Probiotics are good bacteria that help to maintain a healthy digestive system. Learn their other health benefits and the food sources where you can find them.
Bacteria have invaded our home refrigerators. Yes, even the tidiest and most immaculately clean fridges may be harbouring these little bugs. But the bacteria I refer to aren’t clinging to a back corner; they are found in food and they are good for you!
I’m talking about probiotics (meaning “pro-life”), the good bacteria that live in our gut helping to maintain a healthy digestive system and aiding in nutrient absorption. These good bugs help to reduce the number of “bad” bugs in our system.
We’re All for Probiotics
These good-for-you bacteria known as Lactobacillus and Bifidobacterium improve digestive health by:
- Relieving diarrhea and constipation
- Treating colitis
- Reducing risk of certain cancers
- Helping treat food allergies and sensitivities
- Synthesizing nutrients (folic acid, niacin, riboflavin, B6, B12, and vitamin K) and increasing nutrient bioavailability
- Producing lactase and alleviating symptoms of lactose intolerance
Probiotics can even influence our immune function, hormonal levels, and our weight. A new set of experiments show how these bacteria influence how fat is digested and deposited in the liver. Some research suggests obese people may play host to a somewhat different set of bacterial species from those found in people of ideal weight.
Other investigations into their synergistic properties show that probiotics play important roles in insulin resistance, which when imbalanced can lead to type 2 diabetes. Dysbiosis, or a disproportionate level of bad to good gut bacteria, might contribute to a plethora of conditions, including systemic sugar imbalances.
Furthermore, 60 to 80 percent of our inherent immune system is based on the interconnectivity of our blood and lymph through our gut and its resident probacteria.
Fortifying Intestinal Fortitude
To maintain good health, it is essential to achieve optimal levels of probiotics in our intestines. For this we need to relyon foods that harbour and support probiotic culture.
The best way to attain maintenance-level probiotics is through injected food sources (where probiotics have been added) as well as those that have naturally occurring levels:
- Yogourt (with live active culture)
- Other fermented foods
Go High or Go Home
Probiotic foods alone will not effectively bring your gut back into a state of balance after such experiences as food poisoning or the more common antibiotic-induced diarrhea. To achieve therapeutic replenishing ranges, you need to dose up heavily with a broad spectrum of probiotics.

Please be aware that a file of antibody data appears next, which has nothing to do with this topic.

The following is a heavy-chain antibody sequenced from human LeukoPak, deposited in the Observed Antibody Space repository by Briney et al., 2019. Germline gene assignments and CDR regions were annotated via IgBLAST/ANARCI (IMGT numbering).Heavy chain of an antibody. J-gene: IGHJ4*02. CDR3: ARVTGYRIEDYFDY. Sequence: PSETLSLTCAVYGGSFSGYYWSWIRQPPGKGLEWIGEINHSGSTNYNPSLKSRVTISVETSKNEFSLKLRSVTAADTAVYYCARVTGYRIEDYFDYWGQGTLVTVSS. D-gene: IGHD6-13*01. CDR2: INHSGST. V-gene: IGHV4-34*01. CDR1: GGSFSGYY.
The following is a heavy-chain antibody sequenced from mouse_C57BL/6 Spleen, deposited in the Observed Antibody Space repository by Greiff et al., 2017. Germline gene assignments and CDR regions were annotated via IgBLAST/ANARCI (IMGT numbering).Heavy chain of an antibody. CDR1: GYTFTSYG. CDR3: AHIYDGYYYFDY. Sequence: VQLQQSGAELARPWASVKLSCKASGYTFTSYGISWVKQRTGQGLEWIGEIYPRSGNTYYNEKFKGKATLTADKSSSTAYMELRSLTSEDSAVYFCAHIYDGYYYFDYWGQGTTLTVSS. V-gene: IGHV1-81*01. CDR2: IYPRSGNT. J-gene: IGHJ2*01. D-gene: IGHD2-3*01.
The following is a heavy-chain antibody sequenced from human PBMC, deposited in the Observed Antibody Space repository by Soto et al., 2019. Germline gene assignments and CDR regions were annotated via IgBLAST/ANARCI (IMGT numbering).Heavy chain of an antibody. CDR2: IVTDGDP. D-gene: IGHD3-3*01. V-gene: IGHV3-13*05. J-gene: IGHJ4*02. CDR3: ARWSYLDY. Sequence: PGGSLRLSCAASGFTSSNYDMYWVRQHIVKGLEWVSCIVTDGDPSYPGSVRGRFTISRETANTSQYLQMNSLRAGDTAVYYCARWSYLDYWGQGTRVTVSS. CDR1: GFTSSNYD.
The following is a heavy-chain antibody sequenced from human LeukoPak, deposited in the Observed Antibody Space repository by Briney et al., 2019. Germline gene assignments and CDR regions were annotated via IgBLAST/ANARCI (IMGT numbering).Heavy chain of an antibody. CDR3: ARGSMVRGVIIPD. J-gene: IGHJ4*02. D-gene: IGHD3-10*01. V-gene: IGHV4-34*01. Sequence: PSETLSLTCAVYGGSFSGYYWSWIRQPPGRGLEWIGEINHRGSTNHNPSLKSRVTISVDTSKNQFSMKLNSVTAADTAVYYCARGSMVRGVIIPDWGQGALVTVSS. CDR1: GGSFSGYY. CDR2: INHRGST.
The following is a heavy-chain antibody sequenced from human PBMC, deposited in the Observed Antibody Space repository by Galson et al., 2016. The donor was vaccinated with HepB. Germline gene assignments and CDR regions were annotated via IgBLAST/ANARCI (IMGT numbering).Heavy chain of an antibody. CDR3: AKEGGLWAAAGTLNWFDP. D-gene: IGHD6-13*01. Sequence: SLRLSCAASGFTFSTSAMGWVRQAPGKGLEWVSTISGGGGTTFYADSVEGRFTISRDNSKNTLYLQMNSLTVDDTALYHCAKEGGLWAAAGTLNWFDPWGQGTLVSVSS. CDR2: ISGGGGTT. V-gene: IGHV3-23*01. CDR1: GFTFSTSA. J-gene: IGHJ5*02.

The best sources of therapeutic-level probiotics for an effective reload are supplements.
Probiotic preparations differ in the bacterial strains they contain as well as in their concentrations.
Not all probiotics are equivalent in terms of efficiency. For any probiotic to be effective it must have a high count (in the hundreds of billions of cells) of living bacteria per dose, if possible, and be able to survive the journey down the gastrointestinal tract to the colon.
The choice of beneficial strains is based on criteria established by the scientific community. They must be of human origin, resistant to stomach acidity and bile salts, able to adhere to human intestinal cells, able to colonize (even temporarily) the intestine, and able to produce immune-balancing properties.
Look for at least 50 billion colony forming units (CFUs) per dose. The more CFUs, the more likely that some will make it through your digestive tract alive. To ensure this, it’s best to take them following a meal so that they ride along with the food you’ve just eaten and are somewhat protected from the acid in your stomach and enzymes in your digestive system.
Always choose a supplement that has been independently verified to contain the level of probiotics promised (see ConsumerLab.com). Use probiotics for at least two weeks to see optimal results. For chronic problems, regular dosages are needed for consistent prevention or relief.
What’s a Prebiotic?
To keep probiotics thriving, remember to eat a diet that contains six to seven servings of fruit and vegetables every day. Known as prebiotics, certain types of fibre are important in increasing the number and the activity of the probiotics in our system.
Pump up Your Probiotics
Probiotic foods alone may not effectively bring your gut back into a state of balance after such experiences as food poisoning or chronic diarrhea. Other factors that can deplete good bacteria and upset their balance in the intestines are:
- Antibiotics, which can kill good as well as bad bacteria
- Chemotherapy and other drugs
- Infections (bacterial, viral, and fungal)
- diet (highly processed, low-fibre foods)
The “Live Active Culture” seal that you may see on some labels is a voluntary seal that simply indicates that the product contains a high number of “starter” bacteria Lactobacillusbulgaricus and Streptococcus thermophilu; it doesn’t guarantee probiotic benefits.